Source # Instance detailsDefined in Data.SNumber Methods Source # Instance detailsDefined in Data.SNumber

chkAdd :: (SNumberRepr a, OverflowArith a, HasCallStack) => SNumber a m -> SNumber a n -> SNumber a (m + n) Source #

Compute a runtime witness of m + n, or throw.

chkSub :: (SNumberRepr a, OverflowArith a, HasCallStack) => SNumber a m -> SNumber a n -> SNumber a (m - n) Source #

Compute a runtime witness of m - n, or throw.

chkMul :: (SNumberRepr a, OverflowArith a, HasCallStack) => SNumber a m -> SNumber a n -> SNumber a (m * n) Source #

Compute a runtime witness of m * n, or throw.

Infallible

divExact :: SNumberRepr a => SNumber a (m * n) -> SNumber a n -> SNumber a m Source #

Compute a runtime witness of exact division.

We could provide division in terms of Div instead, but Kinds.Integer doesn't currently have division.

Reification to Constraints

class KnownSNumber a n where Source #

Like KnownNat, but represented by a instead of Natural.

This is currently solved automatically from KnownNat via runtime checks, to ease migration (we can incrementally strengthen KnownNat constraints to KnownSNumber constraints), but in the future it may be changed to use SafeSNumber, which will rule out runtime failures but will require additional proofs in order to solve via KnownNat. For statically known Integers, these proofs will be entirely automatic.

This class is meant to be used primarily in instance contexts; for standalone functions, it's probably better to pass an SNumber explicitly.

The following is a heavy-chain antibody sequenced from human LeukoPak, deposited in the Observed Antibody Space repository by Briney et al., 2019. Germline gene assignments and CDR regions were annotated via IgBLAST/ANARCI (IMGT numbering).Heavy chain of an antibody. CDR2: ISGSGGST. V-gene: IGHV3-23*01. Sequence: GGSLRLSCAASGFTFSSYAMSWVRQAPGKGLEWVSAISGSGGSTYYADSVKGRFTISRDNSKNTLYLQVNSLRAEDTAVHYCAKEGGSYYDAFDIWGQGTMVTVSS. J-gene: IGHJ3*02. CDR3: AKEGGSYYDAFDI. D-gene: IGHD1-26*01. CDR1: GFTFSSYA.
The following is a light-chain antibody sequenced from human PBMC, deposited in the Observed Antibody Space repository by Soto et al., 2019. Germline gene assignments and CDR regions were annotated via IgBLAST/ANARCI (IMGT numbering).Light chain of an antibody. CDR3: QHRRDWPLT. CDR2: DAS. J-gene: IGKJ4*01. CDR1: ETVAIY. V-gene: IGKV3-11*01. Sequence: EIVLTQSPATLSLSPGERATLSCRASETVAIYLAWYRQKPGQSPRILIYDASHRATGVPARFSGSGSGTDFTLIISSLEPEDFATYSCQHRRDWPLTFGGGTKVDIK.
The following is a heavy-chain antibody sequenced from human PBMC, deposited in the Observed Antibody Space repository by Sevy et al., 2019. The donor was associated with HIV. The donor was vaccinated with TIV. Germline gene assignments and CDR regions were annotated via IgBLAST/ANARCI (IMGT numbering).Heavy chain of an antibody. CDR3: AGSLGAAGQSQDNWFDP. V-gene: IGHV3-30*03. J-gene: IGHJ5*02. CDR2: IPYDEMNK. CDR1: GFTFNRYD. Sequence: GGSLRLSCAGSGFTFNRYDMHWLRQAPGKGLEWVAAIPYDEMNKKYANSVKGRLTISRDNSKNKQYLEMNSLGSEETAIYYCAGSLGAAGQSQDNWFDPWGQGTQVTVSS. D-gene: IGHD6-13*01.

Minimal complete definition

Nothing

Methods

Implementation of snumberVal.

This has an inconvenient type variable order because it derives from the order they appear in the class head.

Instances

Instances details
 (SNumberRepr a, KnownInteger n) => KnownSNumber a n Source # Instance detailsDefined in Data.SNumber Methods

snumberVal :: forall n a. KnownSNumber a n => SNumber a n Source #

Get an SNumber out of the context from KnownSNumber or KnownNat.

This has the number as its first type parameter, for TypeApplications convenience.

reifySNumber :: forall a n r. SNumber a n -> (KnownSNumber a n => r) -> r Source #

Stash an SNumber at the type level as a KnownSNumber instance.

reifySNumberAsNat :: forall n r a. Integral a => SNumber a ('Pos n) -> (KnownNat n => r) -> r Source #

Use a positive SNumber to introduce a KnownNat instance.

Miscellaneous

type IntBits = 64 Source #

The number of bits in the present system's Int type.

type IntMin = 'Neg (2 ^ (IntBits - 1)) Source #

The smallest representable Int value.

type IntMaxP1 = 'Pos (2 ^ (IntBits - 1)) Source #

One more than the largest representable Int value.

type WordBits = 64 Source #

The number of bits in the present system's Word type.

type WordMaxP1 = 'Pos (2 ^ WordBits) Source #

One more than the largest representable Word value.